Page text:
As a sweet-swinging, run-producing lefty whose fielding chops at first can contribute to a sterling overall reputation, Anthony Rizzo stands out as a decent high-end comp for Kirilloff. He never was never named Most Valuable Player, but in his age 24-through-26 seasons (which are the three lying directly ahead of Kirilloff), Rizzo was a three-time All-Star, and twice a top-five MVP finisher. In the last of those three seasons, Rizzo was among the leaders on a championship-winning Cubs team. 

    #4: Royce Lewis makes an immediate and sustained impact

    The expectation for Lewis should be a slow, methodical return to action, with some rough patches as he regains his footing on the field. By the time spring training rolls around next year, he'll be two years removed from last real competitive baseball action. Most players would need some time to shake off the rust. 

    Of course, Royce Lewis is not most players. He's a former No. 1 overall draft pick who was ranked by MLB.com as the 17th-best prospect in the game before losing his 2020 to a pandemic and his 2021 to a torn ACL. Sometimes natural talent rules out, as we saw with the aforementioned Mr. Kirilloff, who came back after missing all of 2017 due to Tommy John surgery and slashed .348/.392/.578 at Single-A.

    The idea that Lewis will hit the ground sprinting upon his return feels a bit more far-fetched, given that he had some mechanical issues to iron out even before the injury. At the same time, he hasn't been sitting around doing nothing over the past two years, and he's also had the opportunity to mature mentally and physically. Lewis turns 23 next season, so he'll be the same age or older than fellow top prospects like Kirilloff and Byron Buxton were when they debuted. 

    Lewis' defensive utility makes him a very intriguing figure in the team's planning. He's played primarily shortstop in the minors but some believe he's more likely to end up in center field. Those happen to be perhaps the two biggest positional uncertainties in Minnesota's future outlook (assuming Buxton is not re-signed).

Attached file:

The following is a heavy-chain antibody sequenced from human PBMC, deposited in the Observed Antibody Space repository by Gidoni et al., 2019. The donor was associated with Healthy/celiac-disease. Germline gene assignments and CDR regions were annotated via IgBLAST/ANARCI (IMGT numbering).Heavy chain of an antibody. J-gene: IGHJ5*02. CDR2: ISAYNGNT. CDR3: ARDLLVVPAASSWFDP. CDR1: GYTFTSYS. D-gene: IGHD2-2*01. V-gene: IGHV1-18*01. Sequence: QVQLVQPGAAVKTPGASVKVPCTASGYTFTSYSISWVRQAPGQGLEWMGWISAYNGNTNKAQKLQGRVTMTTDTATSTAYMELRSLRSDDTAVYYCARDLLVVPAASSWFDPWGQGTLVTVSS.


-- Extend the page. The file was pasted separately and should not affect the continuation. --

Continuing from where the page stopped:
If the Twins operate under the belief that Lewis could viably take over at shortstop midway through the 2022 campaign, they can opt for a cheap short-term plug at the position this offseason and channel the brunt of their resources elsewhere. This may require a leap of faith, but Lewis is a guy who warrants it. And if he can stick at short (or even in center), he can be a game-changing factor for the franchise. 

    Just as they planned when they drafted him in 2017.

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    I would say the most likely is that Kirilloff develops into a force. But I want him in RF. Kepler’s ultra low batting averages won’t do and he’s had plenty of time to adjust that pull first mentality. The second most likely is that Miranda steps in and plays a lot. I would then sign a solid hitting LF for and OF of new sign in LF, Buxton in CF and Kirilloff in RF.

    I hope Ryan is like his starts save the last one, which was frightening. I don’t know what to expect there. Falvey and Levine can turn their grade from F to A if they can sign Robbie Ray and Danny Duffy. And re-sign Pineda.

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    1 hour ago, bean5302 said:

    Optimistic ceiling? Probably occasional All Star, bat first, corner outfielder. A Josh Willingham, Michael Cuddyer type. The advanced stats and metrics painted some unpleasant things for him this season, but he's still got a season to make some adjustments. 

    Tough description as a Willingham, Cuddyer type.  In my ole eyes, those were two totally different players.  Willingham had lots of power and not much else.  Cuddy also had power, albeit not as much.  But Cuddy also hit for average, doubt he struck out as much and although not fast was a very good right fielder with a great arm...who also was more than adequate at first, second and third.  He did win a batting title in the other league, didn’t he?

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    6 hours ago, Dave The Dastardly said:

    Donaldson is the developmental key; trade him and use the salary savings to help retain Buxton or chase down a decent starting pitcher, Donaldson's absence opening up 3rd base for Miranda, who has nothing left to prove in AAA. With Donaldson completely out of the picture Sano moves to DH, opening up 1st for Kirillof, and backs up both corner positions if needed. 

    If the Twins trade Josh and don't pay all or most of the contract, the Twins will have to give up a decent prospect. Donaldson was the 2nd best player on the team this season. If the Twins want to compete next season, which the FO is saying they want to, they won't trade Donaldson.